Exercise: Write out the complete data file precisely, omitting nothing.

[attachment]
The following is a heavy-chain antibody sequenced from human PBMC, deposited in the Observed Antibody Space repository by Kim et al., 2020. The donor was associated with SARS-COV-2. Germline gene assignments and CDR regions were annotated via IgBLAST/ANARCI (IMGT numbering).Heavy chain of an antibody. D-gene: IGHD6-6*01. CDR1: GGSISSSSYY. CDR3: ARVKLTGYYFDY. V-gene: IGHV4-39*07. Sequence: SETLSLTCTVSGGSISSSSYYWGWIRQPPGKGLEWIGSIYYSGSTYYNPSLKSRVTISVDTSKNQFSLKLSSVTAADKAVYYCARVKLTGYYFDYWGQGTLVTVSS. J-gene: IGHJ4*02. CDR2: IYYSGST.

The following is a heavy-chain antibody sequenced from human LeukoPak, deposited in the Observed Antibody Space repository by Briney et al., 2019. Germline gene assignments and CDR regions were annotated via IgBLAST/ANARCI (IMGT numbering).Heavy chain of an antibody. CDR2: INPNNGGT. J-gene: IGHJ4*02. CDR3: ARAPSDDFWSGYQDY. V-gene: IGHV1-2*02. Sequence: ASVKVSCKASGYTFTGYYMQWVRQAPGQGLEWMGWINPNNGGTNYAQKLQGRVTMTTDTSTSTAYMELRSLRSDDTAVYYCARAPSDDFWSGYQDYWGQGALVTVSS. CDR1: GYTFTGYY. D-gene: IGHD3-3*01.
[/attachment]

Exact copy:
The following is a heavy-chain antibody sequenced from human PBMC, deposited in the Observed Antibody Space repository by Kim et al., 2020. The donor was associated with SARS-COV-2. Germline gene assignments and CDR regions were annotated via IgBLAST/ANARCI (IMGT numbering).Heavy chain of an antibody. D-gene: IGHD6-6*01. CDR1: GGSISSSSYY. CDR3: ARVKLTGYYFDY. V-gene: IGHV4-39*07. Sequence: SETLSLTCTVSGGSISSSSYYWGWIRQPPGKGLEWIGSIYYSGSTYYNPSLKSRVTISVDTSKNQFSLKLSSVTAADKAVYYCARVKLTGYYFDYWGQGTLVTVSS. J-gene: IGHJ4*02. CDR2: IYYSGST.

The following is a heavy-chain antibody sequenced from human LeukoPak, deposited in the Observed Antibody Space repository by Briney et al., 2019. Germline gene assignments and CDR regions were annotated via IgBLAST/ANARCI (IMGT numbering).Heavy chain of an antibody. CDR2: INPNNGGT. J-gene: IGHJ4*02. CDR3: ARAPSDDFWSGYQDY. V-gene: IGHV1-2*02. Sequence: ASVKVSCKASGYTFTGYYMQWVRQAPGQGLEWMGWINPNNGGTNYAQKLQGRVTMTTDTSTSTAYMELRSLRSDDTAVYYCARAPSDDFWSGYQDYWGQGALVTVSS. CDR1: GYTFTGYY. D-gene: IGHD3-3*01.